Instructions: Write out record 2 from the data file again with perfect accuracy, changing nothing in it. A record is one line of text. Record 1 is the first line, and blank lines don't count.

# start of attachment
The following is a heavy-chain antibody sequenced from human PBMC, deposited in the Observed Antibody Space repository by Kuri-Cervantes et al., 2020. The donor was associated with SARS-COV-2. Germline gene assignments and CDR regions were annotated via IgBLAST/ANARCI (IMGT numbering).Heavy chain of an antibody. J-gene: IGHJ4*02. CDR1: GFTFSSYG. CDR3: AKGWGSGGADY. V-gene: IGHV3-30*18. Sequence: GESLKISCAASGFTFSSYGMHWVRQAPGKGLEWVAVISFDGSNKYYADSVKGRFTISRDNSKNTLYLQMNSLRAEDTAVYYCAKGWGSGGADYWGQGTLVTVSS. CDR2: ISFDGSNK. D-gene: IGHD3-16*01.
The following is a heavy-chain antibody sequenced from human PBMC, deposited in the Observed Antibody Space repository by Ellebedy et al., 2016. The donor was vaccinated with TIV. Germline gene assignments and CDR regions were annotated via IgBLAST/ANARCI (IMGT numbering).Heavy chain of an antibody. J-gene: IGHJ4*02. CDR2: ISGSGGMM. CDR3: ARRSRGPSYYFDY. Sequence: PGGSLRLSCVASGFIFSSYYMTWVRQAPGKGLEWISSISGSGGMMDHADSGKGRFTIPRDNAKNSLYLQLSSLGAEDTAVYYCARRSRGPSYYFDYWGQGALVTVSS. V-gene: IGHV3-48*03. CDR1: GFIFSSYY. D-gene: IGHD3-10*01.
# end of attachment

The following is a heavy-chain antibody sequenced from human PBMC, deposited in the Observed Antibody Space repository by Ellebedy et al., 2016. The donor was vaccinated with TIV. Germline gene assignments and CDR regions were annotated via IgBLAST/ANARCI (IMGT numbering).Heavy chain of an antibody. J-gene: IGHJ4*02. CDR2: ISGSGGMM. CDR3: ARRSRGPSYYFDY. Sequence: PGGSLRLSCVASGFIFSSYYMTWVRQAPGKGLEWISSISGSGGMMDHADSGKGRFTIPRDNAKNSLYLQLSSLGAEDTAVYYCARRSRGPSYYFDYWGQGALVTVSS. V-gene: IGHV3-48*03. CDR1: GFIFSSYY. D-gene: IGHD3-10*01.